The touring party flew into Christchurch from various places on the afternoon of Wednesday February 21, an unusually late start to the tour to allow Rowdy 61 to celebrate his half-century with his family before coming to NZ. Toru and Harmy were already in the South Island, having walked the Kepler Track before the tour. They were joined by numbers 5, 9, 10, 11, 18, 30, 41, 45 and 61 to make a bare eleven, leaving no room for the injuries some tourists were alleged to be carrying. Portfolios were allocated and the team transferred to the Ashford motel for just the first night. The wet weather which had hit the South Island the previous day was still around, so prospects for the following day did not look bright.
Thursday 22 February Game 1 vs Akaroa Goatherders at Little River, a 30 over game after rain made Diamond Harbour unplayable and delayed the start after transferring the fixture to Little River and waiting for the rain to stop. The two captains initially agreed to play a 25-over game, then revised the plan when the weather brightened.
Akaroa Goatherders batted first and after a slow start against tidy bowling, accelerated in the later overs to reach a competitive total of 5-177. Rowdy started the tour well with the ball, bowling a consistent length with good shape to snare two early wickets. When we batted, Magic, Brewery and Brindle all reached the retiring score of 25, but we gradually fell behind the required run rate after Saint was run out for 14. Harmy and Dax both achieved second-ball ducks, Harmy being bowled and Dax falling to a spectacular diving catch by Pinky. The innings ended quietly when Ace was left by an irresponsible Ted to face the last four balls, but he nudged a single to avoid competing with Harmy and Dax for the two available duck shirts.
Goatherders 7-177 (Orford 2-16, Dax 1-20, Stu 1-18, Harmy 1-16, Saint 1-10)
HT 6-114 (Magic 25 no, Brewery 25 no, Brindle 25 no, Saint 14, Toru 13 no)
Friday 23 Feb game 2 vs Akaroa Goatherders at Akaroa
There was a minor rearrangement of players before the game, with Harmy and Dutch joining the Herders in return for TJ and the promised later arrival of Pointer. The highlight of this match was a great start by Rowdy, three wickets in a five over opening spell with two catches dropped. This match-winning effort set the locals back on their heels, with three wickets down for 14. The Herders limped to a shaky 6-90 after 20 overs. The Trundlers had the worst possible start, Brewery caught behind from the first ball of the innings for a royal duck. Steady bowling and keen fielding saw us 5-82 after 20 overs at the lunch break, with our guest TJ Masefield having retired.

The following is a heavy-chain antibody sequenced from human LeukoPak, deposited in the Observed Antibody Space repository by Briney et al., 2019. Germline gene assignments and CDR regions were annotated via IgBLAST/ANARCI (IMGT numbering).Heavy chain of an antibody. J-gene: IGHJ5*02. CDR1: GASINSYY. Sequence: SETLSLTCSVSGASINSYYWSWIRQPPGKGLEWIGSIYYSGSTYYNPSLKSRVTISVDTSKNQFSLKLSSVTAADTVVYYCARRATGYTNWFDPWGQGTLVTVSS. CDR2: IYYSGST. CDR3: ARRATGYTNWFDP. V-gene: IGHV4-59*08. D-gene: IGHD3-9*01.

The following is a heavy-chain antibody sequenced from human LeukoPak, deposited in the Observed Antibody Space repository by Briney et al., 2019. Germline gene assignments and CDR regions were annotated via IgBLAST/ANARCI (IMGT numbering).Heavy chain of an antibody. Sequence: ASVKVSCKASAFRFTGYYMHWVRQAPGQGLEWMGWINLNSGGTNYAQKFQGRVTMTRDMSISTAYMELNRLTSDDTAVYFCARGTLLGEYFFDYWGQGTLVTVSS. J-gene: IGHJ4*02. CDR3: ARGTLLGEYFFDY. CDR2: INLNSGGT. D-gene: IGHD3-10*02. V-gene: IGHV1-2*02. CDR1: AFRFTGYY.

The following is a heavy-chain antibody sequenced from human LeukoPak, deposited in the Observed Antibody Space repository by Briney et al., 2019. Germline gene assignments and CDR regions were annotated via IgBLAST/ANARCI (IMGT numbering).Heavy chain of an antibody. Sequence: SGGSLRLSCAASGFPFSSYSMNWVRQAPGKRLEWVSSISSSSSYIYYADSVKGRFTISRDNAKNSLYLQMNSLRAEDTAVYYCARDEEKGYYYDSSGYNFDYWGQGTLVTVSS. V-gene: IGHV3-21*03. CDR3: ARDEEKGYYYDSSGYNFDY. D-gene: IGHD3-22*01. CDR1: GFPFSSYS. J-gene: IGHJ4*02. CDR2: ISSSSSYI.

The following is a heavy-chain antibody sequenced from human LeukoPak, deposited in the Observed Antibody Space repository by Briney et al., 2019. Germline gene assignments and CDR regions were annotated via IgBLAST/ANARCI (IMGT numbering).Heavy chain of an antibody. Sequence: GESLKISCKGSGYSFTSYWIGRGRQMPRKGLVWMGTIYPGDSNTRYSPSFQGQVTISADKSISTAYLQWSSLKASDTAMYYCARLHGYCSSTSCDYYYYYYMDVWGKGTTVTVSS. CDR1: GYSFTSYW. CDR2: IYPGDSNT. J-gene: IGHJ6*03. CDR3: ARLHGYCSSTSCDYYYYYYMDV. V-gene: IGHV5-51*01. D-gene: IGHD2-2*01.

The Herders rallied after lunch with Dutchie retiring and solid contributions from the tail before the innings was ended by a good spells from Jason and a last wicket to Brewery. Saint took a second good catch at extra cover. Hopes were high for a rare victory at Akaroa, with Trundlers needing just 63 from 20 with wickets in hand. The locals fought back strongly and we lost wickets, with our captain shouldering arms to lose his off stump and see us a precarious 7-87. With only TJ in the shed, Ted joined Jason for a solid partnership that took us to the brink of victory when Jason retired with the score 135. Team-mates were startled to see them run four twos in one over. After Magic holed out to give Harmy a well-earned wicket, TJ returned with only 7 needed from three overs. He hit a six to tie the scores. Ted was then stumped trying to hit the winning run, bringing Jason back to join TJ as the last pair with one run needed. As a limp end to the match, Harmy bowled a wide to take the Trundlers to a rare win at Akaroa. Ted was awarded a cake of goat soap for his effort with the bat.
Goatherders 144 (Rowdy 3-17, JT 2-12, Jason 3-18, Magic 1-19)
Honest Trundlers 9-145 (JT 30 n.o. Jason 30 n.o.)
Saturday 24 Feb ANZAC match Harmy’s team vs Jiff’s team
With depleted numbers, the annual ANZAC match was a nine-a-side 35-over fixture. Harmy’s side batted first and made a confident start. The innings was dominated by the locals with Hubert, Roly and Gordon Fulton all retiring. Magic was left cold by Harmy to be run out for a duck, seeing the two in line for a rare double-entry on the duck shirt and Harmy awarded goose of the day. Jiff’s team chased the total confidently after Dutchie was out for a duck to leave the score 1-1. Hamish and Saint put the innings on a solid basis, then Jiff and Toru both retired. When Ted was out to a stunning catch by Hubert from Magic’s gentle outswinger, Saint returned to join Brewery. With four needed from the last over, Saint smashed the first ball to the boundary to bring Jiff’s team home. It ended a famous run of victories by the Jungle XI, guided to four consecutive wins by Harmy.
Harmy’s team 7-177 (Hubert 37, Roly 33, Gordon 31 no, Dax 31 no, Harmy 13, Saint 2-29, Toru 3-29)
Jiff’s team 5-179 (Hamish 33, Saint 34 no, Jiff 31 no, Toru 30 no, Brewery 13 no, Magic 1-20, Gordon 1-20, Jason 1-25, Rowdy 1-29)
Sunday 25 February Game 4 vs Valley of Peace